Bulbs are underground root structures. There are several types of underground root structures that are commonly referred to as bulbs, but in fact, are not. Freesia is one such bulb that is not a “true” bulb, but rather a corm. In environments with cold winters, freesia corms need to be dug up and stored until they can be replanted in the spring. Freesia corms are treated and stored in a similar manner to other corms varieties, such as gladiolus.
Wait until the foliage browns or the first frost kills it. A frost or two will not hurt freesia corms.
Dig straight down for about six to eight inches all around the perimeter of the plant, several inches away from the base of the plant. Then push on the handle of your shovel toward you to lift up the soil. Repeat along the perimeter in several places until you can safely lift the corm out of the soil without damaging the corm or roots.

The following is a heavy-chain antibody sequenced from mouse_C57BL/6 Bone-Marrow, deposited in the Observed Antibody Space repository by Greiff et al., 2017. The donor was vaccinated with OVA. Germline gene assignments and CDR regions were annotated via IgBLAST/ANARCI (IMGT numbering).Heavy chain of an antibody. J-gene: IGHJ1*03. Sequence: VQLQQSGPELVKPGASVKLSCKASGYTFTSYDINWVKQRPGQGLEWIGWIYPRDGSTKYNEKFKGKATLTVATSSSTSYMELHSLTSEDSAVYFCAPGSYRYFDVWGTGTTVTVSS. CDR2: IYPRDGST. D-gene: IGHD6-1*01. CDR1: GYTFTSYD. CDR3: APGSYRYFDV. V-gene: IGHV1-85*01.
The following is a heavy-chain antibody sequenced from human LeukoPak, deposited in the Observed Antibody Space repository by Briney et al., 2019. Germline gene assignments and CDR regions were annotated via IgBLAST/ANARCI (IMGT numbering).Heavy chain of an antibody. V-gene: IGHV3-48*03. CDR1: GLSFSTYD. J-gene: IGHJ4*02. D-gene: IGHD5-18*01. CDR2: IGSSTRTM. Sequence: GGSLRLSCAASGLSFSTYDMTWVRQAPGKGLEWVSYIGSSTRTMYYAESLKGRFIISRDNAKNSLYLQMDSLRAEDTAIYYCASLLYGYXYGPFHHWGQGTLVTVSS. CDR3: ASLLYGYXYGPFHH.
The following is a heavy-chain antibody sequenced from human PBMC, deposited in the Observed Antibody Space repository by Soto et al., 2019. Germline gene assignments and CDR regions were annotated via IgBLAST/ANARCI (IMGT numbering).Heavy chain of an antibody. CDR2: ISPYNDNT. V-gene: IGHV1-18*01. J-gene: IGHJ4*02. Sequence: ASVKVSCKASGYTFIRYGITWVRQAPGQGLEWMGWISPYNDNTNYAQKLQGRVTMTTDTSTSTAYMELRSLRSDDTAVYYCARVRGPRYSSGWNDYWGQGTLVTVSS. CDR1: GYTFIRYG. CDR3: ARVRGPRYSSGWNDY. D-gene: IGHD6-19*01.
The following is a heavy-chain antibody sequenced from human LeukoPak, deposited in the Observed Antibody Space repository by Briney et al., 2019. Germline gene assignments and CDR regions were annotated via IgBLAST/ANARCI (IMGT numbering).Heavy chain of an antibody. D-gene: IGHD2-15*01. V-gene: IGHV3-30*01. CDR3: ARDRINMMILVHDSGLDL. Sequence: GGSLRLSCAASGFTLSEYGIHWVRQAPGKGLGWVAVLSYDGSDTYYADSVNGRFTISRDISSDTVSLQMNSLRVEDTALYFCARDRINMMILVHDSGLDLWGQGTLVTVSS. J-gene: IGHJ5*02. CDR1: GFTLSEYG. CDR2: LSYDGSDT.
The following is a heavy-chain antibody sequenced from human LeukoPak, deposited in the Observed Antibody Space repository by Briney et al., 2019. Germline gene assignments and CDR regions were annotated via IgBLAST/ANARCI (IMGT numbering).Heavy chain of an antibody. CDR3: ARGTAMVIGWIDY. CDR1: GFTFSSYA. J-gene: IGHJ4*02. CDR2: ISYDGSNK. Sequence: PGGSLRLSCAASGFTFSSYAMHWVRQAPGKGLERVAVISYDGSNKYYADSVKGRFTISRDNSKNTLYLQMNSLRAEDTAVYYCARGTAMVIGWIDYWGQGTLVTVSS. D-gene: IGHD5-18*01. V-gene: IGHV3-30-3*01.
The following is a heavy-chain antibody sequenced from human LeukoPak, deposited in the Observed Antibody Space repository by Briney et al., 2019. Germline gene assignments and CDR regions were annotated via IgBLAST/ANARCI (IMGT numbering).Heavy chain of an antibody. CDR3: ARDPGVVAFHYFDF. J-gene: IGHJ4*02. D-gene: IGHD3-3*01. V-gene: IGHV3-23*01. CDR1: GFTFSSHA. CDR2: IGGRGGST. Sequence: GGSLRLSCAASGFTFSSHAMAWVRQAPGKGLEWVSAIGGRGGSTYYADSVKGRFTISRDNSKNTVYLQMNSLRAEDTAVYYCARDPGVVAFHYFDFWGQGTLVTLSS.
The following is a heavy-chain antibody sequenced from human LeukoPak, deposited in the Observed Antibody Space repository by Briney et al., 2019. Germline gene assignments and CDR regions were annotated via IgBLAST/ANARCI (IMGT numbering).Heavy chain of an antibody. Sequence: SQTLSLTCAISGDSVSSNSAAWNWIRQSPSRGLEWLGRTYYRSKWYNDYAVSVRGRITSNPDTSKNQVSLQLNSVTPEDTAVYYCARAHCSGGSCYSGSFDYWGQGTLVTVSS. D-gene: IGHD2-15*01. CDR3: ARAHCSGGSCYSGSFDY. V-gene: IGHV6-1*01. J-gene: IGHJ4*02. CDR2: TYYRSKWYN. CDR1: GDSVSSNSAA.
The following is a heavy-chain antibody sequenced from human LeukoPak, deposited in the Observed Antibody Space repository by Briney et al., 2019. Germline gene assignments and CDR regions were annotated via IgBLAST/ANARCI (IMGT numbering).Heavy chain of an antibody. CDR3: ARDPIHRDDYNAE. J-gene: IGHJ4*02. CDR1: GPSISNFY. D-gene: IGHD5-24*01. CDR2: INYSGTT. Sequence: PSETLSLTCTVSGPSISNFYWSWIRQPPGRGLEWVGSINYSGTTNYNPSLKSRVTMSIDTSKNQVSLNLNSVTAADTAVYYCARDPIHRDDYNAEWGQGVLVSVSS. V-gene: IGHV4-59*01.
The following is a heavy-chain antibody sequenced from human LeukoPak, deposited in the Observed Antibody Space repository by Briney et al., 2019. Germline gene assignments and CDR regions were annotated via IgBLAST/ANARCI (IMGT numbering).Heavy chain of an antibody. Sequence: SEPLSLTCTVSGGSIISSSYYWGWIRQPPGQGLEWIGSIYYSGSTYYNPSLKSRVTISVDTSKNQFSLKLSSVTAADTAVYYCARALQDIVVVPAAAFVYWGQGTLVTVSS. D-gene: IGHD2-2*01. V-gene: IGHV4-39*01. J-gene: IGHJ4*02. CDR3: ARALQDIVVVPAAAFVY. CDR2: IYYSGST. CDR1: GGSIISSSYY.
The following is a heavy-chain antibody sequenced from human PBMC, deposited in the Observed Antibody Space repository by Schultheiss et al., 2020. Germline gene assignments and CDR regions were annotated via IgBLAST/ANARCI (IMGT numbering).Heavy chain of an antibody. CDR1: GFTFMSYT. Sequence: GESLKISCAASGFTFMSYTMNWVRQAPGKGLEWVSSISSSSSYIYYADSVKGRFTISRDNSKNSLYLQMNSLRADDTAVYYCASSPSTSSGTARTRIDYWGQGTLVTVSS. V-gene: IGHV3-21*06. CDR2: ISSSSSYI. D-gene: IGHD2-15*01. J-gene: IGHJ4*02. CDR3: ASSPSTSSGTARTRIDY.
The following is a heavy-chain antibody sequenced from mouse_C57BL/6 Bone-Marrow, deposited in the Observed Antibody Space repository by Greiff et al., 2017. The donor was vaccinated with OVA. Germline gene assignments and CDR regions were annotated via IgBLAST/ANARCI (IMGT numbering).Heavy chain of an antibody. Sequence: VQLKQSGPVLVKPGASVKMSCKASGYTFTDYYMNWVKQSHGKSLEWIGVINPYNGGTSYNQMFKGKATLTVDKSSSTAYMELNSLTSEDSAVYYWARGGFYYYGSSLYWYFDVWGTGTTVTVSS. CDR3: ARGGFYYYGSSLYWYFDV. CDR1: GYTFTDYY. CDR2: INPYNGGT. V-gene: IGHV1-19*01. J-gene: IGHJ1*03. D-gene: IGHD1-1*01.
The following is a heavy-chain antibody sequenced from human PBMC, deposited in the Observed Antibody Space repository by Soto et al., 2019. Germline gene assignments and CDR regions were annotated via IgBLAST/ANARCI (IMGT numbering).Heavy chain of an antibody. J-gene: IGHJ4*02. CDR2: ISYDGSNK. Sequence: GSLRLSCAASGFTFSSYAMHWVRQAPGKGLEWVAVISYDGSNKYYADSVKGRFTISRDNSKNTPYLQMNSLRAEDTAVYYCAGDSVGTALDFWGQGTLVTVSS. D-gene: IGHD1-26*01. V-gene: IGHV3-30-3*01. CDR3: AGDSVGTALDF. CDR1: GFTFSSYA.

Cut off the foliage and shake off all the loose dirt. Use your hands to help clean the corm as best as you can to return the soil back to the original location.
Allow the freesia corms to dry inside for about three weeks, in temperatures that are about 60 to 70 degrees F. This is called curing.
Remove cormels, which are the tiny corms growing onto the larger corm. In addition, remove the old corm, which is typically at the bottom of the main corm. Use your fingers to remove both cormels and old corm.
Dust the corms with an insecticide and fungicide mixture that is labeled for freesia before storing. Then store corms in a paper bag. Label it if you are storing several different kinds of bulbs. Store in a cool, dry location, such as a crawl space, attic or garage.